Thanks-Fishing. Many reasons to be thankful this Holiday Season November 27 2016
On the morning of the Nov. 9, I took my daughter fishing on the Gallatin. She’s only 5 years old, so we spent more time skipping rocks and looking for petrified wood than we did with our lines in the water. Despite our lack of angling-centric focus, we managed to trick a few whitefish and a few trout.
At the end of the day, the limestone cliffs near Storm Castle were lit in golden light nearly the same color as my daughter’s blond hair. I nearly forgot about the previous day’s election and was thankful for the moment—being able to enjoy a world-class river with my daughter. I said to her, “We’ve got it pretty good, you know?” She smiled back and skipped another rock into the water.
We give thanks for our friends, family, and the goodness we all enjoy. Before the bumrush of the holidays overtakes many of us, here’s a pause for reflection on the many things we should be thankful for here in our corner of angling heaven. And, yes, I write similar things each Thanksgiving, but think of this as a friendly reminder of just how good we have it.
Access to world-class fishing with Montana’s stream access law. We could not live the fishing-centric lifestyle many of us do without our stream access law. Created so the public could enjoy our rivers and streams, it is a law any angler and river user must be thankful exists.
We must also understand that with this law comes responsibility to protect and care for the resources we use. Remember to respect private property by not trespassing. Regardless of your personal feelings toward government and its role in our daily lives, we live in a state where public lands allow us to partake in the things we love to do: fish, ski, hike, bike, hunt and more. Our good fortune of access doesn’t stop with hunting and fishing—residents and visitors to our area have access to a park with ball fields, a playground for kids, and a community trail system.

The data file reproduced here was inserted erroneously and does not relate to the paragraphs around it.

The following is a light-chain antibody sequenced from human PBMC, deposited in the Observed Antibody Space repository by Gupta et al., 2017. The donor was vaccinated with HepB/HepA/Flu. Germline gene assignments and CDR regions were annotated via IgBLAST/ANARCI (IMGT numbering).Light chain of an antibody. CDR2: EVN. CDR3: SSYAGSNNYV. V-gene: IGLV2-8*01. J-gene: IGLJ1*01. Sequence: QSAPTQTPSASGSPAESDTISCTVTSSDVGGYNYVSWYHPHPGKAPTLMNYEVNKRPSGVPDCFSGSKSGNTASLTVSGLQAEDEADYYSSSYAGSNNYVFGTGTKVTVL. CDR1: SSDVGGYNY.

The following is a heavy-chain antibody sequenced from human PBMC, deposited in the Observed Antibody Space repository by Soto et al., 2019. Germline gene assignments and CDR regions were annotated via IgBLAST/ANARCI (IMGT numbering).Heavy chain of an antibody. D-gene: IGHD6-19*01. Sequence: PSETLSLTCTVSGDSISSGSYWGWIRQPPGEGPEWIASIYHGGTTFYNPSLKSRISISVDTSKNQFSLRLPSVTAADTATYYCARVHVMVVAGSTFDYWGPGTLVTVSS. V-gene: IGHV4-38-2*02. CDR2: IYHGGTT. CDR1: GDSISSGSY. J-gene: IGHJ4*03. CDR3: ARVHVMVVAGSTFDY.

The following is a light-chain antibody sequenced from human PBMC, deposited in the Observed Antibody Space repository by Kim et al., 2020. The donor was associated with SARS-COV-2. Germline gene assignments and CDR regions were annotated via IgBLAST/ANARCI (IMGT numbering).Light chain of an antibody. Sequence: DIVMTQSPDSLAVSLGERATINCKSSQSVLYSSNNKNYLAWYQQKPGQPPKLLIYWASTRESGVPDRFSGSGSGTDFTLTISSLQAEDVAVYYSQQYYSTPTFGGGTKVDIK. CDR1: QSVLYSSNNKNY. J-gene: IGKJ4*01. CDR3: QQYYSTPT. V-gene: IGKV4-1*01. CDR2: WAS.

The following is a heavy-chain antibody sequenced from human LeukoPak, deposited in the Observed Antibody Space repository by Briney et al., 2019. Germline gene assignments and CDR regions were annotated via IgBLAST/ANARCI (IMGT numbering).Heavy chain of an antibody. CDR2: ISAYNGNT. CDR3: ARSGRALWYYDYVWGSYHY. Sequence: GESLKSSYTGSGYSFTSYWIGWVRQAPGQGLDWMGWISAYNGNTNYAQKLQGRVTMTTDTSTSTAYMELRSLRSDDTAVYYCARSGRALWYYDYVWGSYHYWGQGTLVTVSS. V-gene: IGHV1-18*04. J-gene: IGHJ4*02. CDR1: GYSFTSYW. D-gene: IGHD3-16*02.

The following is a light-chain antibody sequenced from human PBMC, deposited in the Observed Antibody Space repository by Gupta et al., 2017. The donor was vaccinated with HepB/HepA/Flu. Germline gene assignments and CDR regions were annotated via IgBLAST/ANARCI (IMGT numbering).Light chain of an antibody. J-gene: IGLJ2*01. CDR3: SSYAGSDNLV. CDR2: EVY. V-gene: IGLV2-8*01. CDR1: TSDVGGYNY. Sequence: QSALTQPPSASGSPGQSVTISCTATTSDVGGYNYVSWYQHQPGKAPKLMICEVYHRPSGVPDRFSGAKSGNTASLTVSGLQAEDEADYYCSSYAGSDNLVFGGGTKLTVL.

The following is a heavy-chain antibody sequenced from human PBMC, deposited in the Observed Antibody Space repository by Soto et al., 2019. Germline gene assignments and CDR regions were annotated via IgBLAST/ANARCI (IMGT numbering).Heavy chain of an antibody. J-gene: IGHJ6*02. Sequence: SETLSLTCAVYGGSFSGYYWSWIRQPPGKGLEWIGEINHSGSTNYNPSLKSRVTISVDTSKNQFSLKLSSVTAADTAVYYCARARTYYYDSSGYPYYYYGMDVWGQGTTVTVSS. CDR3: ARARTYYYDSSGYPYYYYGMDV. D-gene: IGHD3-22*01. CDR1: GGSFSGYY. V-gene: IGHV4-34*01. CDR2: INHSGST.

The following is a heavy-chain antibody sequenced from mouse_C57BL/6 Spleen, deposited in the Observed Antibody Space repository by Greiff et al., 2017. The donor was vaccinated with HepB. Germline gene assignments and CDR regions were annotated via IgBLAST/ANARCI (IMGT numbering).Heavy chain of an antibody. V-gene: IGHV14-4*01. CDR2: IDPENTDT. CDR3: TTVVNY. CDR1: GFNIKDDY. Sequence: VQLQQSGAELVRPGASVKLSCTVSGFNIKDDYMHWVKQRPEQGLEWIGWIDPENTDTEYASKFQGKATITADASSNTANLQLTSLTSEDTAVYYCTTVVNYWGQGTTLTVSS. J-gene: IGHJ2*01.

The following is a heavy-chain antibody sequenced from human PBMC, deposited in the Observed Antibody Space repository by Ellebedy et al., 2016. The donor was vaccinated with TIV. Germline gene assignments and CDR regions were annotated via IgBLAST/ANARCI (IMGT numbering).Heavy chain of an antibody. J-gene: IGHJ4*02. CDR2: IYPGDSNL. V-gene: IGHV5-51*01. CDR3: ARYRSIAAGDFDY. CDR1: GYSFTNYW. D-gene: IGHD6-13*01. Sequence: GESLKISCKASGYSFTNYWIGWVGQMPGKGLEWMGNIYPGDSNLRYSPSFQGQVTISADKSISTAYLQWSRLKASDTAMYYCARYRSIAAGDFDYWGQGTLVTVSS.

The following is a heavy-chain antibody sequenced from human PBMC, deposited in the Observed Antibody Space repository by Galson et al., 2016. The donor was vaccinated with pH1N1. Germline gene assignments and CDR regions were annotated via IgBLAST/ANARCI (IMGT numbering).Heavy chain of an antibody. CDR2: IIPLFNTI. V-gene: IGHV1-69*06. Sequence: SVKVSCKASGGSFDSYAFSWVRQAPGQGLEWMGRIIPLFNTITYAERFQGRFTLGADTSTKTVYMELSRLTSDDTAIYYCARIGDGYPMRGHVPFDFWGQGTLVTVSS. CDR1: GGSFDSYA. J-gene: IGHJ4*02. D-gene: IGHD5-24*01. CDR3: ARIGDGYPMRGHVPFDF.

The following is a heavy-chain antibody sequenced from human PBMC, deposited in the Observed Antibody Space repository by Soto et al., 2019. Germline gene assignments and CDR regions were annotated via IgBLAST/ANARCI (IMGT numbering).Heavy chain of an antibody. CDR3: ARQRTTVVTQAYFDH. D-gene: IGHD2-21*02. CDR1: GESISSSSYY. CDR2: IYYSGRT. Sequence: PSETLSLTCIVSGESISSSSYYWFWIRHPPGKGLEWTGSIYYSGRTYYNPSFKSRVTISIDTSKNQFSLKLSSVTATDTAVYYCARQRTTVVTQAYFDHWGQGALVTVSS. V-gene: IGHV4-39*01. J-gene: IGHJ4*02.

Montana Fish, Wildlife and Parks. Personal and political feelings aside, our state wildlife management agency deserves some gratitude. In August, much of the Yellowstone River was closed due to an invasive parasite. With the long-term health of the Yellowstone River in mind, Montana Fish, Wildlife and Parks made a potentially polarizing decision to close the river. When tens of thousands of native whitefish are dying, something is wrong. We should be thankful we have an organization with staff committed to the public’s ability to enjoy Montana’s resources for generations to come.
Protecting the places we love. Thank you to the many groups and organizations dedicated to protecting what we enjoy. Groups like the Gallatin River Task Force, Trout Unlimited, Montana Land Reliance, Gallatin Valley Land Trust, and many more ensure we have plenty of places to wet a line, take a hike, and leave things better than we found them.
Home to some of fly fishing’s best. Southwest Montana is home to some of the world’s best fly-fishing shops, guides and outfitters. Many of the sport’s top personalities call this area home. If you need help with the best 3-weight rod for PMDs on the Gallatin, you have a variety of excellent local fly shops; if you want to learn the habits of spring creek trout, you have access to them and the superb guides who can help you; if you want to explore a far-off destination, you could have coffee with someone who has been. Use the resources at your doorstep to spend more time on the water.
As we learned on Election Day, our country is as unique as our political process. As we give thanks for what we enjoy and set our sights on the holidays, be sure to not lose sight of the necessity to take action to ensure we still have reasons to give thanks—for yourself, and in my case, the life of my daughter. And remember that with giving thanks comes responsibility.
Pat Straub is the author of six books, including “The Frugal Fly Fisher,” “Montana on the Fly,” and “Everything you Always Wanted to know about Fly Fishing.” He and his wife own Gallatin River Guides, he is co-director of the Montana Fishing Guide School, and co-owns a guide service on the Missouri River.